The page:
Ah, dear reader, welcome back. I know that I’ve been remiss in updating the blog recently, but I promise to write more often in future.
Let me take you on a journey through time and space, back some twenty-odd years (and trust me, some of those years were very odd), and about 80 miles north from my current location…
Are we sitting comfortably? I’d get a coffee or something, as this is pretty long.
Then I’ll begin…
Hereby hangs a tale of shameless self-aggrandisement. We journey to 1986. Durham university. Young dakegra has been chosen, though he knows not why, to take part in an inter-schools technology conference, called Input ’86. Schools from around the North East send promising young things to the conference, to learn Stuff and do Exciting Things.
We’re split into teams of four, and given Tasks. First task is to build a machine which will transport a can of Coke (or generic soft drink of choice) down a ramp, into a swimming pool, across said pool and up a ramp on the other side. Without sinking, falling apart or tipping over. Much in the style of The Great Egg Race. The great Heinz Wolff himself is in attendance, of course, though there is no sign of the lovely Lesley Judd.
Our team spends several hours constructing their device, only for it to fall apart, tip over and sink, approximately halfway across the pool. Kind of embarrassing, really.
Our heads hung in shame, we retreat to lick our wounds. The next task is given.
We are to construct a tower, from assorted pieces of metal. This tower must not exceed one metre in height, and must be capable of supporting a weight of 50kg. We cackle with glee, and start drawing plans of a *really* short tower, say about an inch high, made of solid metal. Our hopes are crushed however, when we are told that the rules had been hastily amended, as everyone had the same idea.
New rule: The tower must not be less than 75cm in height.
So, we begin our plan. We devise a tower *exactly* 75cm tall. With legs just slightly off vertical, for balance. Comprising of lots of triangles, as triangles are Strong. We reinforce the top of our tower with lots of metal, as this is where the weight will go. We strengthen the base, as this is where a lot of the outward force will go.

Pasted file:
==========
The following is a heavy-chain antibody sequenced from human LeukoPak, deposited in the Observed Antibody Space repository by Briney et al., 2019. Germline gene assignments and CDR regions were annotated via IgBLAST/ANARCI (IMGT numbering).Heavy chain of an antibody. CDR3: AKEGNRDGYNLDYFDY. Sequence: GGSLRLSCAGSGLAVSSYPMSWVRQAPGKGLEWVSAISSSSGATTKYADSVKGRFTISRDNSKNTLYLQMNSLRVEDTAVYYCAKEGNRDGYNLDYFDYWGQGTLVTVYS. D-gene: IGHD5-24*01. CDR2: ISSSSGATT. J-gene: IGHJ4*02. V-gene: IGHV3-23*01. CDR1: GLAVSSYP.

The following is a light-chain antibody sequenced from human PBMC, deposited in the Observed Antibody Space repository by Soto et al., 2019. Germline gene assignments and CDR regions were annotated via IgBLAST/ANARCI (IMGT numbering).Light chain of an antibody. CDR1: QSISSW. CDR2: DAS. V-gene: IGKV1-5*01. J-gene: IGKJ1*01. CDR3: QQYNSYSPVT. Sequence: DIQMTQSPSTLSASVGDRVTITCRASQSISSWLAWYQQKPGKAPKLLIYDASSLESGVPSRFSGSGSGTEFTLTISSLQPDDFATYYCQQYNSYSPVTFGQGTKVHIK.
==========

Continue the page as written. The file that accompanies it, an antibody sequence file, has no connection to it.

At the very last minute, we add a band around the centre of the tower, to try and hold it together, as the legs would otherwise buckle.
Our tower is a flimsy little thing. Four legs, where they should be. Rivets cover every joint. Surely not up to the task in hand.
Time’s up. Testing begins. There are about ten teams, and the winner will be the one whose tower holds the most weight. Our team is last in the list, adding to the tension.
Each tower is tested at various loads up to 50kg. The first tower passes. Their team heaves a sigh of relief. More weight is added, and it quickly buckles under the stress. Pretty good.
Towers come and go. Each passes the 50kg mark easily. Some crack early, some last slightly longer. Towers of various shapes and sizes are put under the test rig and, eventually, destroyed.
Time for the penultimate tower. The record at this point is around the 200kg mark. Pretty impressive.
Tower 9 is loaded up.
250kg, 275kg, 300kg. Pass. Pass. Pass.
325kg. Pass. The uni guys are nervous, the test rig can only exert a load of 350kg. Students mill around, looking for the weaknesses.
One joint finally collapses under the strain. Legs skew and buckle, and Tower 9 is crushed.
Time for Tower 10. Our tower. Our little bit of metal, against The Rig.
50kg. Pass. A sigh of relief. Imagine the embarrassment if this had failed as spectacularly as the coke-carrying machine.
We make it to 200kg, and it’s looking good. 250kg. 300kg. Our team looks nervous, apprehensive. Beads of sweat appear on furrowed brows. Could we match the 350kg? We’re in comfortable 2nd place already.
Solid. Absolutely rock solid. We’ve won! We’ve beaten the rest.
Cheers and pats on the back, grins all round. We’re presented with a souvenir pen of some description, to mark the achievement.
A couple of weeks later, I’m back at school. The teacher comes into the lesson, and hands me an envelope. It’s from Durham uni. They decided to set up a stronger test rig, to see what our tower could take.
It finally *started* to go at 682kg, nearly doubling Tower 9’s record. Our tower weighed in at less than a kilo, the lightest of the ten.
My point? I don’t really have one. This is a story that has made me smile with a fierce kind of pride since that day back nearly 20 years ago. I just wanted to share it with you.